Sermons & services

I believe in one, holy, catholic, and apostolic church

Published Sunday 15th May 2022, at 1:44 p.m.


What is the Church? And why do we say we believe in it? Like we do with the Father, Son, and Holy Spirit? Surely it would be idolatrous if the Church was merely a human institution, like the BBC or the City of London Corporation. But it’s not. Scripture tells us the Church is the Body of Christ; the Temple of the Holy Spirit; the Bride of Christ. So just as in the Incarnation, God the Son takes on a human body; so with the coming of the Holy Spirit at Pentecost, God the Son takes on a new Body: the Church. You and me. His Body through which his presence continues here on earth. As St Theresa of Avila famously put it: “Christ has no body now but yours. No hands, no feet on earth but yours. Yours are the eyes through which he looks compassion on this world. Yours are the feet with which he walks to do good. Yours are the hands through which he blesses all the world. Yours are the hands, yours are the feet, yours are the eyes, you are his body. Christ has no body now on earth but yours.” As Jesus says in St John’s Gospel: those who believe in me will also do the works that I do. That is why the Creed says we are one. We may be visibly, and sinfully, divided, but we are One through our common faith in Jesus Christ as Lord. And through our common baptism in the name of the Father, and of the Son, and of the Holy Spirit, by which we become members of His mystical body: the living sacrament of His continuing presence in the world. So the Church is a sacrament. A sacrament, you’ll remember from your catechism days, has a visible and invisible element. The visible element is you and me – the people – and the three-fold ministry of bishops, priests, and deacons. As St Ignatius of Antioch wrote at the beginning of the 2nd century: Wherever the bishop appears, there let the people be; as wherever Jesus Christ is, there is the Catholic Church. And it is Catholic: universal. Which is why the Church of England continues to profess – if not necessarily to practice – the faith which is katholicos: literally according to the whole. As the former Archbishop of Canterbury, Geoffrey Fisher, once put it: the Church of England “has only the Catholic Faith of the ancient Catholic Church, as preserved in the Catholic Creeds and maintained in the Catholic and Apostolic constitution of Christ's Church from the beginning.” Now this is important for a number of reasons. One is that the Church of England is not a Protestant church: we are not Baptists, Presbyterians, Pentecostals. We are both Catholic and reformed. That has always been the classical Anglican position. Second, I am not allowed to preach any old thing that comes into my head – you might be surprised to hear - but only what has been believed and professed by the Church down through the ages. Neither for that matter is any priest or bishop. We must only preach that which we have received. That which has been handed on to us by our forebears in the faith. Traditio in latin, from where we get the word: tradition. So we are one and we are catholic, and we are apostolic. We are church which believes that bishops are an essential – if sometimes vexing – necessity as the focus of unity and the visible source of our sacramental life together. Remember that quote from St Ignatius: Wherever the bishop appears, there let the people be; as wherever Jesus Christ is, there is the Catholic Church. But there is another – more important – part to this. If the Church is a Body and Christ is the Head, then the Holy Spirt is the soul that gives it life: because he is the Lord and giver of life. In the 2nd century, a Christian writer called Tertullian wrote about how the non-Christians of his time remarked: “How [these Christians] love one another!” This is, perhaps, the true mark of the church, because love is the greatest of the theological virtues, as St Paul tells us, and we love in so far as we allow the Holy Spirit into our lives to make us holy: to fill us with God’s love and holiness. The love of God has been poured into our hearts by the Holy Spirit that has been given us, as St Paul tells us And this is where the Book of Common Prayer does something really odd. In the version of the Creed we’ve just sung, you’ll notice that the word holy is missing. I have no idea why, but when the Creed appeared in the First Prayer Book of 1549, the word holy had been removed from the Creed. It should say I believe in one, holy, catholic and apostolic church, but it doesn’t. Though it’s still there in the Apostles Creed, used at Matins and Evensong. Why is it missing? My predecessor here at St James – John Paul – is alleged to have said that it was simply a printing error: the printers forget to put the word in! Whatever the reason, it is a serious omission. We, individually and together, are holy, but we are only holy with God’s holiness through the Holy Spirit dwelling within us.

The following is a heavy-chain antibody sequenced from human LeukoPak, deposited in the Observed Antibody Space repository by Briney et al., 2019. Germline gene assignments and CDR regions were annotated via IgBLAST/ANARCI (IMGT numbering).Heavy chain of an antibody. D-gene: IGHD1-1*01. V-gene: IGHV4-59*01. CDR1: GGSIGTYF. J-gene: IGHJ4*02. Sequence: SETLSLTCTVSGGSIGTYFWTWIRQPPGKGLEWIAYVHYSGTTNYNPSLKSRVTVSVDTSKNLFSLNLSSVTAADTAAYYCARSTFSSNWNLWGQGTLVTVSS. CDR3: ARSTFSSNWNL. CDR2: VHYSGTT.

The Church is only holy with God’s holiness. The saints – any and all of them – have only lived saintly lives insofar as they have allowed God’s love into their lives, God’s holiness into their lives, through the inpouring of the Holy Spirit. When we say God is holy, it’s easy to think of that as God’s transcendence, his otherness, his majesty and glory. Remember that picture from the prophet Isaiah: holy, holy, holy is the Lord God of hosts. But in Jesus we see that God’s holiness is also imminent: closer to us than we are to ourselves because he became one like us in all things, to share in everything that it means to be human. He is Immanuel: God is with us. In other words, in Jesus we see what God’s holiness really looks like: and what it looks like is love, humble self-sacrificial love, lived in the service of others. And if we are to live lives lived in the imitation of Christ – as we are called to do – we can’t do it under our own steam: we need God’s holiness, we need God’s love, to be poured into our lives hearts by the Holy Spirit. And this is really important because of another meaning of the word, Church. In Greek, the word for the building where people worship, is basileia, from where we get the word, basilica. The word used for the church community is ecclesia, from which we get the word, ecclesiastical. That comes from two Greek terms. Ek which means from. And kalein, which means to call. So the church – the ecclesia – is a group that has been called out from something. That has been set apart. So first, we have been called. Called by Jesus himself to follow him, to become his friends, his brothers and sisters. Remember Jesus said: You did not choose me, but I chose you (John 15.16). What are we called from? We are called from out of a world that is fallen: called out of a fallen way of thinking, feeling, perceiving, and behaving. We are called to leave a world characterised by self-love and the worship of false gods: to move from the kingdom of this world, into God’s kingdom. As Paul put it to the Colossians: let us give thanks to the Father, who has qualified us to share in the inheritance of the saints in light. He has delivered us from the domain of darkness and transferred us to the kingdom of his beloved Son, in whom we have redemption, the forgiveness of sins. But this isn’t just about us. We have been called by Christ, not just for our sakes, but the sake of the world. This is about mission. We are called from the world, for the sake of the world. The church is missional by its very nature: we are called to make disciples of all people. Mission is hard-wired into our DNA. Or at least we should be. If we’re not – if we’re obsessed about internal wrangling and dispute, church projects, liturgy – then we have run into big trouble. We are called to gaze outwards on to the world, to echo the voice of Jesus calling others to follow him, gathering others into relationship with their God and creator. From its very beginning, the missionary dimension makes up the Church. It needs to be ours. It has to be ours. Not just because without it we don’t have much of a long-term future. As if that wasn’t important enough. But simply because it is what we are called to be do – and to be – as the church. A church that does not exist for itself but for the good of the world, and for the glory of God. Amen.